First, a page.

Corporate America Hits the Mother Lode
When Salary.com estimated the monetary value of a stay-at-home mom’s job, the figure was impressively high. Based on time spent performing ten typical job functions, American mothers should be welcoming $133,568 a year. Bearing several in-home titles including Family CEO, Housekeeper, Van Driver, Family Chef, and Residence Facilities Manager, today’s matriarch brings the drive of a top executive to an average of 94 working hours a week. Considering these numbers, it’s not surprising that the American workplace is welcoming more and more mothers to prime positions in their organizations.
In 1998, the number of Fortune 500 companies with female CEOs was a measly two. Sixteen years later, the number had climbed to 24, a record high for the prestigious list. Perhaps more significant, though, is the research result of a recent Fortune analysis. Fortune 1000 companies under female leadership record significantly better stock market returns than those headed by males. What’s more, 7 percent of the Fortune 1000s total revenue is driven by female-led companies (although only 5 percent of Fortune 1000 CEOs are women).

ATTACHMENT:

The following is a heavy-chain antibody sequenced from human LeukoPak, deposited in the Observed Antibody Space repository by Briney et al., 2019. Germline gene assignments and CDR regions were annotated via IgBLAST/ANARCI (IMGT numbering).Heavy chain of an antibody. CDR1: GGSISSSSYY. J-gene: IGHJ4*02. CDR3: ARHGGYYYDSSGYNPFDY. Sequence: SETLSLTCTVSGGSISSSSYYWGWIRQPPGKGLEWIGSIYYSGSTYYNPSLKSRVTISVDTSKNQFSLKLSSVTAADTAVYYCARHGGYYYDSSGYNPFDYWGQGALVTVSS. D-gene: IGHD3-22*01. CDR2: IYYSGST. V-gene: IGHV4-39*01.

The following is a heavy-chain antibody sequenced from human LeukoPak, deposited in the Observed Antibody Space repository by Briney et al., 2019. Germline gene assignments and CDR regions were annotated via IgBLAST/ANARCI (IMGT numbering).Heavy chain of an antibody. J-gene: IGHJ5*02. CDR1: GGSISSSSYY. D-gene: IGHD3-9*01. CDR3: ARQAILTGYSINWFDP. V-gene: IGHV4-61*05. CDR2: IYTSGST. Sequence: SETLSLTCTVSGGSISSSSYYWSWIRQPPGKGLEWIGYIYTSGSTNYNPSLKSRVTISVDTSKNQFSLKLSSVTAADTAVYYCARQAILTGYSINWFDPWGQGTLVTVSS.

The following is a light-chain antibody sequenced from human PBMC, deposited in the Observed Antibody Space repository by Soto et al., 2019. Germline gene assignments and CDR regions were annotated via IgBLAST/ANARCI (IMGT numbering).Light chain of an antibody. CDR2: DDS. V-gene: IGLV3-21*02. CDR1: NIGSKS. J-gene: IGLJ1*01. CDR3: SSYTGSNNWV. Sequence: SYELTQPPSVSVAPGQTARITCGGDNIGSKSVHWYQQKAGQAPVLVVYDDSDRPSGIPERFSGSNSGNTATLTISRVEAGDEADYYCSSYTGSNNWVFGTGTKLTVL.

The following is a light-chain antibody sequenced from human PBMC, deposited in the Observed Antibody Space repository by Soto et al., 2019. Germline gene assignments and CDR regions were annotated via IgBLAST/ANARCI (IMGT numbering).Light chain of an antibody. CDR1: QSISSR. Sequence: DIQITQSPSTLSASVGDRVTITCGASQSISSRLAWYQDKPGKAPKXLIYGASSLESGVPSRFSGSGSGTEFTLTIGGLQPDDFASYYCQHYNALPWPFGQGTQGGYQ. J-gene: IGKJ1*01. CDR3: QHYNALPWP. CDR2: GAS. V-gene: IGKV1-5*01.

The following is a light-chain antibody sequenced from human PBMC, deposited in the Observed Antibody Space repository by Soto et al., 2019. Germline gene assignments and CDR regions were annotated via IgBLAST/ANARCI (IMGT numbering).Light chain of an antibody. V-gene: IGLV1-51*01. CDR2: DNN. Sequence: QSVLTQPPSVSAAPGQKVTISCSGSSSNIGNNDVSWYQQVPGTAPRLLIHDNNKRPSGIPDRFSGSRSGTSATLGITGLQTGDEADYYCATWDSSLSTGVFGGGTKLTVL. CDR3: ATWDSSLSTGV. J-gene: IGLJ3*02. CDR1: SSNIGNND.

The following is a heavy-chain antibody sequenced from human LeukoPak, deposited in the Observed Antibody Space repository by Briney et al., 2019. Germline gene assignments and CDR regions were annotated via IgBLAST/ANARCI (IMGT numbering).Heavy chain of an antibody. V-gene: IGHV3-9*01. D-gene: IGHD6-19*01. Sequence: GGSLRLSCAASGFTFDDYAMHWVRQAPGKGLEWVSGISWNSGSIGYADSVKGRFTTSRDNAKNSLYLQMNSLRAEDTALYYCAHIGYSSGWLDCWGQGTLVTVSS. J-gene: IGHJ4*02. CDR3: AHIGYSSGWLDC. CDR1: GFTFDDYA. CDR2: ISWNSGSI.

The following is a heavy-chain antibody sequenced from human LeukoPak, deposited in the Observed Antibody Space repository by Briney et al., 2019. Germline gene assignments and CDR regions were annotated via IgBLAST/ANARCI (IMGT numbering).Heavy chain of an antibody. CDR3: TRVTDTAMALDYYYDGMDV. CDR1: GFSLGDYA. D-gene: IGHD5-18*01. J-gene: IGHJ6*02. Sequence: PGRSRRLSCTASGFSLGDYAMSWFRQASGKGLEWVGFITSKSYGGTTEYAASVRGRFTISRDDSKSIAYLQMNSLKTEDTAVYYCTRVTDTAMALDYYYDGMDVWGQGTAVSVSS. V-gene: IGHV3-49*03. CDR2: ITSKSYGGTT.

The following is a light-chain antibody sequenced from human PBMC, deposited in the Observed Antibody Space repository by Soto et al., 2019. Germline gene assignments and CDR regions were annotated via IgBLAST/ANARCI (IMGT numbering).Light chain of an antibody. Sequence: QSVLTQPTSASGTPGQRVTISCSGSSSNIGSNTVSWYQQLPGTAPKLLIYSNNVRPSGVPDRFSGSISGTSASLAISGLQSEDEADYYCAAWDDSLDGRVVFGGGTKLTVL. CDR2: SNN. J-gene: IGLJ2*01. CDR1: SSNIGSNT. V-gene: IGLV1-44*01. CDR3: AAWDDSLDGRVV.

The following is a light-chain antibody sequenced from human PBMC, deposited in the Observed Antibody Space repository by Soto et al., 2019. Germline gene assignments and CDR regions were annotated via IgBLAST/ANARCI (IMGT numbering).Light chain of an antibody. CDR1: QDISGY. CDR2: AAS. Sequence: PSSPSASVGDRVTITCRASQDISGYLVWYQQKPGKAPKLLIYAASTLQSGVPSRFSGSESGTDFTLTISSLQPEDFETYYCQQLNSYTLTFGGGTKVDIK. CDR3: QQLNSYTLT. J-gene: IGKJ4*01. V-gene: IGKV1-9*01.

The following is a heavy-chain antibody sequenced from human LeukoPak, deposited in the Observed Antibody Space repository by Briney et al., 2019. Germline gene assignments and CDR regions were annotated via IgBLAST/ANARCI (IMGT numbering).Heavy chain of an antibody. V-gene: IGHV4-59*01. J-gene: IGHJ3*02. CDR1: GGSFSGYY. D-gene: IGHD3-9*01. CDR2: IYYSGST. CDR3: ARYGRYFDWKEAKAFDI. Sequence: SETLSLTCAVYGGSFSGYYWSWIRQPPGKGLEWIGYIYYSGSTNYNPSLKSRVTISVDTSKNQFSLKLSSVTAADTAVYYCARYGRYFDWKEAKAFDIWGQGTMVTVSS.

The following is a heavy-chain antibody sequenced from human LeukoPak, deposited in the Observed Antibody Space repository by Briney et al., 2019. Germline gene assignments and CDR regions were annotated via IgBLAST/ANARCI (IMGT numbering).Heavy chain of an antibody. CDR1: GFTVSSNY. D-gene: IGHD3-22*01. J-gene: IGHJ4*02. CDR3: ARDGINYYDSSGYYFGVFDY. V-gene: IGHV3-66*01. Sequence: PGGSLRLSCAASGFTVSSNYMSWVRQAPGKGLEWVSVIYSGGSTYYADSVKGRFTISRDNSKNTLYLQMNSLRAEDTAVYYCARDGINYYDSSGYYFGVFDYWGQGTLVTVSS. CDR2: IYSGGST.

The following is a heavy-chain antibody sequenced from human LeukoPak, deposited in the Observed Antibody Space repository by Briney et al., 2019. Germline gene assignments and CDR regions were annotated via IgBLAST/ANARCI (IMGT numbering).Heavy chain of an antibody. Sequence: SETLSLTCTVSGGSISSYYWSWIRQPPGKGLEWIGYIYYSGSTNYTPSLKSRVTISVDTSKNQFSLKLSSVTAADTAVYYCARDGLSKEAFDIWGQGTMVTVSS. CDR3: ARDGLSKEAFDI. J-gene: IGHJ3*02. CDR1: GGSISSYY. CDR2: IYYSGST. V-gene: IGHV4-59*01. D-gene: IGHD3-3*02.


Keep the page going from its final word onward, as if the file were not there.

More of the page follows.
The natural question arises, then: why do companies run by women lead the pack in terms of results? Leadership consultants suspect it may stem from management style. Compared to their male counterparts, women more commonly lead a team by example, and mothers, who’ve endured tantrums, playground mishaps, and the Terrible Twos, are more adept at crisis management than the average male.
Mothers Of Invention
Today, some of the nation’s top CEO moms are introducing innovative new perks and flourishes to the workforce. Some of these, no doubt, could only have been created by a woman who’s experienced both the pride of motherhood and the crushing demands of a 60-hour work week.